84°
UMass Boston's independent, student-run newspaper

The Mass Media

The Mass Media

The Mass Media

Call To Arms

Untitled, by Margaret Wagner

Untitled, by Margaret Wagner

Passersby taking an occasional glance into the window of the Harbor Gallery don’t bother to linger very often. Yet, the giant boot-covered wheel (Juggernaut) sitting atop the ramp and the limp penis-like fixtures (Short Arm Inspection) leaning against the wall have caused more than a few to stop short and, in some cases, point and laugh.

Welcome to “Stack Arms,” an exhibition to honor veterans, a collection of works all created by Ken Hruby, who is a veteran himself, having served 20 years in the U.S. military. Hruby has been to Korea, through the turbulence of Vietnam, only to come out an inspired artist composing and building pieces that skirt the outer edges of humor, sometimes riding over the line into dark irony. A Gloucester resident, teacher and graduate of the School of the Museum of Fine Arts, Hruby has experienced life as both an infantryman and a Ranger, besides being in command positions and finally settling into sculpture.

The two aforementioned pieces reside in front room. Juggernaut takes its name from the Hindi word for Vishnu, in his incarnation as Krishna. The Fourth Edition of the American Heritage Dictionary has two definitions for the word: (1.) “Something, such as a belief or institution, that elicits blind and destructive devotion or to which people are ruthlessly sacrificed or (2.) An overwhelming, advancing force that crushes or seems to crush everything in its path.”

A juggernaut was usually a large wheel that devotees of Vishnu would throw themselves under. However, in the military context, poised, as it is to begin rolling, one could imagine the imperious, eerie marching of thousands of pairs of feet, picking up speed as the war furor increased. In some ways, it can be seen as a metaphor for this country’s ongoing “War on Terror” and how certain people are, perhaps, willing to show unquestioning belief in the righteous honor of the military. The junior Juggernaut beside it is even darker and somewhat more ominous.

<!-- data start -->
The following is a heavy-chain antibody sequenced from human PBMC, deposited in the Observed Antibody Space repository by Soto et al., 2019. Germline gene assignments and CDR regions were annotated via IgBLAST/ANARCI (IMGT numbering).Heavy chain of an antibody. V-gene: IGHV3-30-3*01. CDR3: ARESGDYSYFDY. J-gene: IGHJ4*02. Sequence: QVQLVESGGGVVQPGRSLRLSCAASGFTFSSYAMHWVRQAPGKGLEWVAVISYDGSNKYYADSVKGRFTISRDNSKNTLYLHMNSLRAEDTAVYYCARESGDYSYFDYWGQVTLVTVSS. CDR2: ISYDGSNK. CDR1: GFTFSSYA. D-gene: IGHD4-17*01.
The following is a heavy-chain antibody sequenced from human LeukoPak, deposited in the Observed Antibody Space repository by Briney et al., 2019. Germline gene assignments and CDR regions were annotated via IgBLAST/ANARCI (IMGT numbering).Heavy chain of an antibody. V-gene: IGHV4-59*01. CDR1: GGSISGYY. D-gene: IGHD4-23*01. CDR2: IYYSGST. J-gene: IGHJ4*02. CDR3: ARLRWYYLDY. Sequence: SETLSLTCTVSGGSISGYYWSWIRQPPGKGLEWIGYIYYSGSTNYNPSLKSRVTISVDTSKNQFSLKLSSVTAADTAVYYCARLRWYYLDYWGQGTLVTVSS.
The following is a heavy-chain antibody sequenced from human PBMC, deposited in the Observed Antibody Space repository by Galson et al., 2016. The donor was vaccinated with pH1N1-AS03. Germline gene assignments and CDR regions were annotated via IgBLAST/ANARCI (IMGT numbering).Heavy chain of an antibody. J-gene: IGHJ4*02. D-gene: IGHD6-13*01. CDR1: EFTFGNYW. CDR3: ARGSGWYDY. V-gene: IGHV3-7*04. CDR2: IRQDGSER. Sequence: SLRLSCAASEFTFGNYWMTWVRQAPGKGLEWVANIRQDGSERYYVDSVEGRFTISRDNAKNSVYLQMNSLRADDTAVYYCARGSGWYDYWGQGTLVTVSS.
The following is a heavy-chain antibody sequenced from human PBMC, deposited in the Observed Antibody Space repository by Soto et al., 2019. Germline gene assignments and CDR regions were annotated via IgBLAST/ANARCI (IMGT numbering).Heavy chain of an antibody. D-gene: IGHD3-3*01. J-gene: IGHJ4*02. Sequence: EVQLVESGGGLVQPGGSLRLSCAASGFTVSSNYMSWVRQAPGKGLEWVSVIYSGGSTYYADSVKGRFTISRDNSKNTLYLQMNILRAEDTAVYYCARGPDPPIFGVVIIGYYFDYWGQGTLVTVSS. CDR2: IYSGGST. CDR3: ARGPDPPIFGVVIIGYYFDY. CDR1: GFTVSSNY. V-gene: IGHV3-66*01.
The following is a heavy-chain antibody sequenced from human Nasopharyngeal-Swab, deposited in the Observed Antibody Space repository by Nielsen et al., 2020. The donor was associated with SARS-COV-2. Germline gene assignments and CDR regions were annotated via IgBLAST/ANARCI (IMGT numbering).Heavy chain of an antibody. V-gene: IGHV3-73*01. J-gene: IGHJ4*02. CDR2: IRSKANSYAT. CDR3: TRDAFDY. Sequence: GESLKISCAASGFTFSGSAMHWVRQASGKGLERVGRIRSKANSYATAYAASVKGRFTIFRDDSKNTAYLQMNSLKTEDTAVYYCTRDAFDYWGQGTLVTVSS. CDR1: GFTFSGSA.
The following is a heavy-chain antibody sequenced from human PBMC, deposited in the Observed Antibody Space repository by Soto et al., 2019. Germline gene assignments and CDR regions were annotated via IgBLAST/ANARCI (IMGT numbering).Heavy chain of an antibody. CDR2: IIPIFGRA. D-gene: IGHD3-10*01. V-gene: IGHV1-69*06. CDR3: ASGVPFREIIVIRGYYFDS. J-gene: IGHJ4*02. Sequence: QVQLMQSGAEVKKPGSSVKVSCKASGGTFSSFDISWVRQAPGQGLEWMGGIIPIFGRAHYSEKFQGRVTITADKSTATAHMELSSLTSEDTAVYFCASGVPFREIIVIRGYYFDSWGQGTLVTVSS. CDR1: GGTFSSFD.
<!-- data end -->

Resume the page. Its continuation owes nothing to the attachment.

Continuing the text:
Short Arm Inspection is definitely a lighter piece, deriving from the military habit of inspecting genitalia for venereal diseases first thing in the morning. Not only was it an invasion of privacy but it was also a commentary on how people become commodities, owned body and soul by the institutions they were drafted into or signed up for. Short Arm Inspection is made up of the ends of bent rifle and gun barrel-heads with attached weights simulating testes.

Stack Arms, the work for which the exhibition was named, uses blue-dyed sticks huddled together in three bunches, mimicking rifles with their attached cocking levers. Hruby mentioned that the thought behind this piece was based on playing games with guns, in that he and the other young boys only had sticks to simulate weapons. “Stack arms” is army jargon for returning weapons once they are no longer in use.

The underlying threads tying together the various works in this exhibit have to do with masculinity and male roles that society thrusts most men into; they’re not allowed to cry, they have to earn the money, and aggression is encouraged. Even today, men who are willing to stay home with their children and emote are looked upon as effeminate and of being “less than a man.”

This is made especially clear in a mock-up of children’s toys, made for boys, called Boyz Toyz. Put out by the “MachoToyCo,” young men have their choice of demolition videos, revolvers, brass knuckles, and nun-chucks. You can earn varying amounts of macho points depending on the level of destruction one is capable of achieving in whichever toy one purchases. Hanging next to the fake toys are real toys such as water guns and action figures.

Replacement Parts is modeled upon the ability of the military to conjure up an appropriate prosthesis depending on how a person was injured. For example, a mechanic would be fitted with various hands capable of holding whichever tools were needed to make repairs. Silk-screened onto the boxes containing miscellaneous body parts are words such as “honor” or “courage” or even “humor.” It would seem to be a foreshadowing of things that are and are not replaceable.

Ken Hruby has successfully pulled together a collage of work that displays an impressive range of emotions captured in a variety of messages yet united in their themes, styles, and use of sharp, biting satire to make a point. For even the uneducated viewer, his work is easily comprehensible on some level that most contemporary artists are not capable of achieving with their audiences.

About the Contributor
MiMi Yeh served as arts editor for The Mass Media the following years: 2001-2002; *2002-2003; 2003-2004 *Evan Sicuranza served as arts editor for Fall 2002 Disclaimer: Years served is based on online database and may not detail entire service.